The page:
To illustrate, in Coolio’s lyrics of “Gangsta’s Paradise” he states, “I can’t live a normal life, I was raised by the streets, so I gotta be down with the hood team.” (Verse 2). Coolio knows that because he came from the streets, that there’s some false pretense that says he has be down with gangs, drugs, and violence just by where he’s from and what he was born into, or he will receive harsh backlash from people around him. Coolio later states in “Gangsta’s Paradise”, “I guess they frontin’; that’s why I know my life is out of luck, fool!” (Verse 3). This echoes Coolio’s sentiments of knowing that this life that is made up for him is what he’s destined to become. Overall, Coolio uses these lyrics to show to us that this life he leads is one already made up for him and how it’s just how things have to be for a black male growing up in his type of surroundings.Furthermore, Coolio’s “Gangsta’s Paradise” showcases some obvious cultural differences between blacks and whites in America. In an article from The New York Times it reads, “Is a gangsta the same as a gangster?” (Daniel Victor). This quote comes from the article about a white jeopardy contestant answering, “what is Gangster’s Paradise” besides the original title of the song. While a minor mistake, this showcases how the song even holds its relevance today, with the two cultures being far from the same. In the song, “Gangsta’s Paradise” Coolio raps, “They say I gotta learn, but nobody’s here to teach me. If they can’t understand it, how can they reach me? (Verse 3). Coolio is pointing out how many people outside of his neighborhood will say he needs to better himself and learn new ways of making a living. However, Coolio points out how most of the people who are saying these things are usually white higher ups with no real grasp on him or his culture. Moreover, Coolio showcases how the culture differences between two different social and economic groups shines very bright.
Lastly, in the music video to “Gangsta’s Paradise” it brings Coolio’s lyrics to life by using very clear and somewhat movie like visuals. The video uses visuals of a white female teacher going throughout her day at a presumably low-end school in a low-end area. She seems frustrated throughout the video, leading us to believe that her job is causing her potential stress, or is just not going how she intended. Coolio raps almost as if he’s talking to her as well, as they sit in a dark room surrounded by other people smoking and gambling. This leads one to believe that Coolio is either advising or telling this lady about the struggles of growing up with her student’s circumstances and that she will never understand or be able to reach those kids without first understanding where they came from. These visuals support a thesis that points toward a notion of cultural differences of blacks and whites, and how these differences lead to him and others being stuck in getting by, by using these street tactics that aren’t correct.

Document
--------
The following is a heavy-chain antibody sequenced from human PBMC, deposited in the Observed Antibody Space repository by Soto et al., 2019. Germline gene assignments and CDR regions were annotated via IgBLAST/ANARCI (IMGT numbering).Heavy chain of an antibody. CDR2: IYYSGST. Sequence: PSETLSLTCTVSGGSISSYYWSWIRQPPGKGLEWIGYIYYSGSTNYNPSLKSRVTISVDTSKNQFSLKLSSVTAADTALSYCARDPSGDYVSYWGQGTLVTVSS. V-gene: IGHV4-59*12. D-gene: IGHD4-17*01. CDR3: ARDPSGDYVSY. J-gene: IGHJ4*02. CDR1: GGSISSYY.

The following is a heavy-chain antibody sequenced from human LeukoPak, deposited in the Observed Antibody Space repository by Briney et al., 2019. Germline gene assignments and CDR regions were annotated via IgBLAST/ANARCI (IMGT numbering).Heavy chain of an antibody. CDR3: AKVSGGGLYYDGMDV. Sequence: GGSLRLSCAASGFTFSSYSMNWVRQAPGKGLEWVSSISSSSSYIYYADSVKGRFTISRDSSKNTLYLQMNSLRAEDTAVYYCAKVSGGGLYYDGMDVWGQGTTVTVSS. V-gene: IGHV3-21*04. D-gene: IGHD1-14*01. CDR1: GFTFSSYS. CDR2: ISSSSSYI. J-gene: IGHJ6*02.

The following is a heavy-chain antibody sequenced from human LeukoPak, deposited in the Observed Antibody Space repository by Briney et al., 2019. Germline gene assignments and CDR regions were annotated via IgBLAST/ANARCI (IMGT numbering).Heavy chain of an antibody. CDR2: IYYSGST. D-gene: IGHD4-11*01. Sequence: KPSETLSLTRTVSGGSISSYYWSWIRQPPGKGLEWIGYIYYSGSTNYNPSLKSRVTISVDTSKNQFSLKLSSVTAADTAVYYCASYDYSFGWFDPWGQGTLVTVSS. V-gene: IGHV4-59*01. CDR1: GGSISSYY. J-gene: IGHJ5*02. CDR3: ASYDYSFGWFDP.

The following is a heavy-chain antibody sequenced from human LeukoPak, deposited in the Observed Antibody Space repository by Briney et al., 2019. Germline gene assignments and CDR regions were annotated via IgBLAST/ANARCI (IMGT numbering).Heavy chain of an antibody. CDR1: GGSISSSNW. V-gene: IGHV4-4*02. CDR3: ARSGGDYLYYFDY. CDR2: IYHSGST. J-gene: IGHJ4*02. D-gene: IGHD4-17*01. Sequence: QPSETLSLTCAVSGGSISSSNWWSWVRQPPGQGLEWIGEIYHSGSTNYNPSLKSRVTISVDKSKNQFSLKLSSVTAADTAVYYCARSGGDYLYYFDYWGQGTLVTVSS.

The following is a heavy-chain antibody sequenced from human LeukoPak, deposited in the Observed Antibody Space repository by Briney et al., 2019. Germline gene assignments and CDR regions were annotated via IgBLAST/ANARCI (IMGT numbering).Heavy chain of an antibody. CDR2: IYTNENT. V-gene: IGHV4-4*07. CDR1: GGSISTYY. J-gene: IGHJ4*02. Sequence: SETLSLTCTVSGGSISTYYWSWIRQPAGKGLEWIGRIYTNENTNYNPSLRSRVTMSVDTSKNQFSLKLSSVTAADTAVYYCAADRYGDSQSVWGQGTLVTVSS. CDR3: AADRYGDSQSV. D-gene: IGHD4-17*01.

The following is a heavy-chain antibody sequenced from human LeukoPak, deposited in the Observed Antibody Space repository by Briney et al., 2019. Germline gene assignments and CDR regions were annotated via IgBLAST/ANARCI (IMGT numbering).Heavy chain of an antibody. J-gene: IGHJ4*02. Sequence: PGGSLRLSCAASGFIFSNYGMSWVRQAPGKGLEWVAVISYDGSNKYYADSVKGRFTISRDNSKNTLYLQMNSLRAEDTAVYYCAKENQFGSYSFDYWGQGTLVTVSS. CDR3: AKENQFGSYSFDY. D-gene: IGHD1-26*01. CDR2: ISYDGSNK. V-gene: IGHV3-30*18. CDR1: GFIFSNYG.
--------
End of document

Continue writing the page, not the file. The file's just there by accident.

In conclusion, “Gangsta’s Paradise” is a masterfully crafted hip-hop song that harps on cultural climate issues among the black community and white community. When Coolio raps about having to be “down with the hood team”, he is stating how because he was born where he was, that he will always be stuck in the “street life”. Coolio also raps and uses visuals in his music video to convey how there are cultural differences between the black and white community, and how these higher up white people don’t understand how to fix a problem they know nothing about. Overall, “Gangsta’s Paradise” is a timeless classic that is still relevant today with ever increasing racial tensions among blacks and whites.